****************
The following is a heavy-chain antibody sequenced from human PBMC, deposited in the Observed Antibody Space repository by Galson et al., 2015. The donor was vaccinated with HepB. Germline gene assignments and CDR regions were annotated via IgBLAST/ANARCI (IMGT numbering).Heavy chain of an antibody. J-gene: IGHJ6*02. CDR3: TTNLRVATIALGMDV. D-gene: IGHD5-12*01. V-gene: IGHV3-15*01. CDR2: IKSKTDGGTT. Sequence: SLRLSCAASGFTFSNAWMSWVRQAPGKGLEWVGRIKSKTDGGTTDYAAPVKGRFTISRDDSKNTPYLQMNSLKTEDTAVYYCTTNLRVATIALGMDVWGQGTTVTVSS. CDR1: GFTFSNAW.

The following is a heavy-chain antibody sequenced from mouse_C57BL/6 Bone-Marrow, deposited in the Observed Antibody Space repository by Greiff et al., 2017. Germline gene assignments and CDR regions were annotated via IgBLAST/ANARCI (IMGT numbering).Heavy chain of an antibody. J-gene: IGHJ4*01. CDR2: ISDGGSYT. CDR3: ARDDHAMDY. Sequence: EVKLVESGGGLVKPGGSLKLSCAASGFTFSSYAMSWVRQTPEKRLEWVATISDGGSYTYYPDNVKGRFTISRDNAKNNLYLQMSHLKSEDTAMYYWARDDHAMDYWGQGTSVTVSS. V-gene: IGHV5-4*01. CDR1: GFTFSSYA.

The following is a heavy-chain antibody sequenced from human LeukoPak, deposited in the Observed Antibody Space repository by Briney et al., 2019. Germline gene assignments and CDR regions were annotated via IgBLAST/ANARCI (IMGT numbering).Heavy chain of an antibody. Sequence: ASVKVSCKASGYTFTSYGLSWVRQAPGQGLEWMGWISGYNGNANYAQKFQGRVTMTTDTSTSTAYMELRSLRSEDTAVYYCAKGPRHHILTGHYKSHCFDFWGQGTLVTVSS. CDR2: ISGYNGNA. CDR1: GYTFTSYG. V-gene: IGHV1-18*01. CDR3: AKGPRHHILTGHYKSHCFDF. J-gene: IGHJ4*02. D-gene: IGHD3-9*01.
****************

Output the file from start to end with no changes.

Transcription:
The following is a heavy-chain antibody sequenced from human PBMC, deposited in the Observed Antibody Space repository by Galson et al., 2015. The donor was vaccinated with HepB. Germline gene assignments and CDR regions were annotated via IgBLAST/ANARCI (IMGT numbering).Heavy chain of an antibody. J-gene: IGHJ6*02. CDR3: TTNLRVATIALGMDV. D-gene: IGHD5-12*01. V-gene: IGHV3-15*01. CDR2: IKSKTDGGTT. Sequence: SLRLSCAASGFTFSNAWMSWVRQAPGKGLEWVGRIKSKTDGGTTDYAAPVKGRFTISRDDSKNTPYLQMNSLKTEDTAVYYCTTNLRVATIALGMDVWGQGTTVTVSS. CDR1: GFTFSNAW.

The following is a heavy-chain antibody sequenced from mouse_C57BL/6 Bone-Marrow, deposited in the Observed Antibody Space repository by Greiff et al., 2017. Germline gene assignments and CDR regions were annotated via IgBLAST/ANARCI (IMGT numbering).Heavy chain of an antibody. J-gene: IGHJ4*01. CDR2: ISDGGSYT. CDR3: ARDDHAMDY. Sequence: EVKLVESGGGLVKPGGSLKLSCAASGFTFSSYAMSWVRQTPEKRLEWVATISDGGSYTYYPDNVKGRFTISRDNAKNNLYLQMSHLKSEDTAMYYWARDDHAMDYWGQGTSVTVSS. V-gene: IGHV5-4*01. CDR1: GFTFSSYA.

The following is a heavy-chain antibody sequenced from human LeukoPak, deposited in the Observed Antibody Space repository by Briney et al., 2019. Germline gene assignments and CDR regions were annotated via IgBLAST/ANARCI (IMGT numbering).Heavy chain of an antibody. Sequence: ASVKVSCKASGYTFTSYGLSWVRQAPGQGLEWMGWISGYNGNANYAQKFQGRVTMTTDTSTSTAYMELRSLRSEDTAVYYCAKGPRHHILTGHYKSHCFDFWGQGTLVTVSS. CDR2: ISGYNGNA. CDR1: GYTFTSYG. V-gene: IGHV1-18*01. CDR3: AKGPRHHILTGHYKSHCFDF. J-gene: IGHJ4*02. D-gene: IGHD3-9*01.